• Special rule: Employers certifying that they have made a qualifying offer to at least 95% of their full-time employees (plus an offer to their families) will be able to use an even simpler alternative reporting method for 2015. Those employers will be able to use the simplified, streamlined reporting method for their entire workforce, including for any employees who do not receive a qualifying offer for the full year. Those employers will provide employees with standard statements relating to their possible eligibility for premium tax credits.
  • Option for blanket full-time designation: The final regulations also give employers the option to avoid identifying in the report which of its employees are full-time, and instead to just include in the report an estimate of those employees who may be full-time. As a condition of this option, the employer must document that it offered affordable, minimum value coverage to at least 98% of the employees on whom it is reporting.

When is Reporting Effective?

Although these reporting rules were originally planned to go into effect with the PPACA employer mandate, reporting requirements were delayed for 2014 (along with the general employer mandate delay). Therefore, the first reporting will not generally become due until early 2016.

  • Filing deadlines: The final regulations provide that health coverage reports must be filed with IRS annually, no later than February 28 (March 31 if filed electronically) of the year immediately following the calendar year to which the return relates. (In other words, the same filing schedule cycle that employers use for Form W-2.) Due to the reporting postponement, the first required reports to be filed are for the 2015 calendar year and must be filed no later than March 1, 2016, or March 31, 2016, when filed electronically.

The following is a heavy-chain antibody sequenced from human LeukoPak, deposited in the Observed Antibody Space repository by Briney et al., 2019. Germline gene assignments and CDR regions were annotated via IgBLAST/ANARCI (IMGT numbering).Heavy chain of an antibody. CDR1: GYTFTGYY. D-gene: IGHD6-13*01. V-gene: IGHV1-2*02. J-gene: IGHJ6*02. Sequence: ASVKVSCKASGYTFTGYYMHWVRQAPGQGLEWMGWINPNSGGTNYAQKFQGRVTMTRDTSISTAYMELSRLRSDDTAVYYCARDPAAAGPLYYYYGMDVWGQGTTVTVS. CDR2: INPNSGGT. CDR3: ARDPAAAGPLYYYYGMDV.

• Employee statements: Also under the final regulations, employee statements must be furnished annually to full-time employees on or before January 31 of the year immediately following the calendar year to which the employee statements relate. This would mean that the first employee statements for 2015 must be delivered by February 1, 2016 (because January 31, 2016 is a Sunday).
  • Electronic reporting: The final regulations make electronic filing of information returns mandatory except for organizations filing fewer than 250 W-2 returns during the calendar year.

Possible Penalties

An employer that fails to comply with these reporting requirements risks a variety of possible penalties, including assessment for failure to file an “information return” or “failure to furnish payee statements.” The general penalty amount is $100 for each statement with respect to which the failure occurs, with the total penalty amount capped at $1,500,000. In addition, other provisions allow for “reduced penalties” if corrections are made within a specified period, or further reductions may be available based on the gross earnings of the employer organization. Penalties may even be waived if the failure is due to reasonable cause, and not to willful neglect.

Employers – Next Steps

Employers who will be, or may be subject to the employer mandate should do the following in preparation of the reporting requirement outlined above:

  1. Determine its reporting obligation.  Employers should determine whether it is subject to Form 6056 reporting, Simplified Reporting, or Combined Reporting (self-funded).
  2. Once an employer’s reporting obligations is determined, assigning responsibility for the relevant reporting requirement is required.  If an employer self-insures, it should begin communications with its third-party administrator to determine whether the TPA will prepare or assist with the preparation of the reports.
  3. Ensure the relevant recordkeeping processes are in place in order to obtain the information required to be reported.
  4. Review and evaluate current TPA agreements to cover the reporting requirements and allocate responsibilities.  (Ensure the employer is protected from liability in the event of a TPA’s errors and omissions.)